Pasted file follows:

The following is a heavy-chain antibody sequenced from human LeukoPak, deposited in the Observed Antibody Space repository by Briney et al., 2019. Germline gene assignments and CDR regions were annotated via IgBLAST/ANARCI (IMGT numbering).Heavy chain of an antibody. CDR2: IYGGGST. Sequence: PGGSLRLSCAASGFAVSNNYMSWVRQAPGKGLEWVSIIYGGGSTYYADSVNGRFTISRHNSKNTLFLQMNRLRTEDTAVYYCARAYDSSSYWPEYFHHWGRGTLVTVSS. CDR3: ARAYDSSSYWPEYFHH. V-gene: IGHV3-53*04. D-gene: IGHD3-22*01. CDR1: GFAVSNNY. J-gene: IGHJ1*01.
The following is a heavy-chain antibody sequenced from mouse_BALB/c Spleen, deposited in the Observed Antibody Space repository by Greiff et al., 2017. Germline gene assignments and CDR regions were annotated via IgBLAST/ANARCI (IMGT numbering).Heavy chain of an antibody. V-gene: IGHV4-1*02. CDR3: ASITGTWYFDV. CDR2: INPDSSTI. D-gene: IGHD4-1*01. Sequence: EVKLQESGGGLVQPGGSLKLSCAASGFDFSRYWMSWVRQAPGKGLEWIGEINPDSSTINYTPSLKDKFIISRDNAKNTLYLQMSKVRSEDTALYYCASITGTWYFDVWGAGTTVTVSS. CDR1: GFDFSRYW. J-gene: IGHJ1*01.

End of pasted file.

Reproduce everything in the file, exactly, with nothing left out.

The following is a heavy-chain antibody sequenced from human LeukoPak, deposited in the Observed Antibody Space repository by Briney et al., 2019. Germline gene assignments and CDR regions were annotated via IgBLAST/ANARCI (IMGT numbering).Heavy chain of an antibody. CDR2: IYGGGST. Sequence: PGGSLRLSCAASGFAVSNNYMSWVRQAPGKGLEWVSIIYGGGSTYYADSVNGRFTISRHNSKNTLFLQMNRLRTEDTAVYYCARAYDSSSYWPEYFHHWGRGTLVTVSS. CDR3: ARAYDSSSYWPEYFHH. V-gene: IGHV3-53*04. D-gene: IGHD3-22*01. CDR1: GFAVSNNY. J-gene: IGHJ1*01.
The following is a heavy-chain antibody sequenced from mouse_BALB/c Spleen, deposited in the Observed Antibody Space repository by Greiff et al., 2017. Germline gene assignments and CDR regions were annotated via IgBLAST/ANARCI (IMGT numbering).Heavy chain of an antibody. V-gene: IGHV4-1*02. CDR3: ASITGTWYFDV. CDR2: INPDSSTI. D-gene: IGHD4-1*01. Sequence: EVKLQESGGGLVQPGGSLKLSCAASGFDFSRYWMSWVRQAPGKGLEWIGEINPDSSTINYTPSLKDKFIISRDNAKNTLYLQMSKVRSEDTALYYCASITGTWYFDVWGAGTTVTVSS. CDR1: GFDFSRYW. J-gene: IGHJ1*01.